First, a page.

The recently discovered bright type II supernova OGLE14-073 evolved very slowly. The light curve rose to maximum for 90 days from discovery and then declined at a rate compatible with the radioactive decay of 56Co. In a paper led by A. Kozyreva (Tel Aviv University), we show that a pair-instability supernova is a plausible mechanism for this event. We calculate explosion models and light curves with the radiation hydrodynamics code STELLA starting from two progenitor stars with an initial mass of 150 solar masses and low metallicity (Z=0.001). We obtain satisfactory fits to OGLE14-073 broadband light curves by including additional 56Ni in the centre of the models and mixing hydrogen down into the inner layers of the ejecta to a radial mass coordinate of 10 solar masses. The extra 56Ni required points to a slightly more massive progenitor star. The mixing of hydrogen could be due to large-scale mixing during the explosion. We also present synthetic spectra for our models simulated with the Monte Carlo radiative transfer code ARTIS. The synthetic spectra reproduce the main features of the observed spectra of OGLE14-073. We conclude that OGLE14-073 is one of the most promising candidates for a pair-instability explosion.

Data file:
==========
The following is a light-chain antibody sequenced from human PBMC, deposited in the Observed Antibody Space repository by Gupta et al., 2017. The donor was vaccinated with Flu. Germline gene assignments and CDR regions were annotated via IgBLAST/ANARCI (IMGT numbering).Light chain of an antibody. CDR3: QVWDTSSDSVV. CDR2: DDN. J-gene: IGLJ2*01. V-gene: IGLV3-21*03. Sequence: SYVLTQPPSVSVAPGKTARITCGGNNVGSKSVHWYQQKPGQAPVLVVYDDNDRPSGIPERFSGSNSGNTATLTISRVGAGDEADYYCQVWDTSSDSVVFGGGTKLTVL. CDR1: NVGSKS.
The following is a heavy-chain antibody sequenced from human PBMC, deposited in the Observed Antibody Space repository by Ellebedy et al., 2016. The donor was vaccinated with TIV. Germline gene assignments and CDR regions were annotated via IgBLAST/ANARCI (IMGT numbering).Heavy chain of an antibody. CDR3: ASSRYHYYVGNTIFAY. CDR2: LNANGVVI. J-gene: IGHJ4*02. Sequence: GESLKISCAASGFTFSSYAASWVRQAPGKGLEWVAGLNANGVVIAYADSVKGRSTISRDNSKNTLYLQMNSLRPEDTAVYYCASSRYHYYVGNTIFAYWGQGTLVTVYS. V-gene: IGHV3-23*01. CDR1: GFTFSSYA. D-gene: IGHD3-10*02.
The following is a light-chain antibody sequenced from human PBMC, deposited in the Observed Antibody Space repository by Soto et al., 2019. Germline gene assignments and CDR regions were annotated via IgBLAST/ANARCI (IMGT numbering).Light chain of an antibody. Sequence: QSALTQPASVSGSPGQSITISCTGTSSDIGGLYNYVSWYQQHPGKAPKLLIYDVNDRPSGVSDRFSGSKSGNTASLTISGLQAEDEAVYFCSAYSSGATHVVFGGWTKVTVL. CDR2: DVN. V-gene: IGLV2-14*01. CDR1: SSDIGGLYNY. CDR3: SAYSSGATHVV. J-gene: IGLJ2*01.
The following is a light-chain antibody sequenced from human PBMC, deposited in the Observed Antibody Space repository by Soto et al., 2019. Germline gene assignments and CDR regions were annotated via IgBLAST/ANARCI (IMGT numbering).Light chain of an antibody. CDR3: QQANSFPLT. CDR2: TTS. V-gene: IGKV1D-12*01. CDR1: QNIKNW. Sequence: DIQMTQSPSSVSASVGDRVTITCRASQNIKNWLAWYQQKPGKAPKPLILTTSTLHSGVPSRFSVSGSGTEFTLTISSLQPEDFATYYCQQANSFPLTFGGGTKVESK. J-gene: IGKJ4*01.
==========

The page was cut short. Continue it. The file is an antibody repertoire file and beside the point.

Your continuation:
Paper published in Monthly Notices of the Royal Astronomical Society, Volume 479, Issue 3, Pages 3106–3114, full text available at https://arxiv.org/abs/1804.05791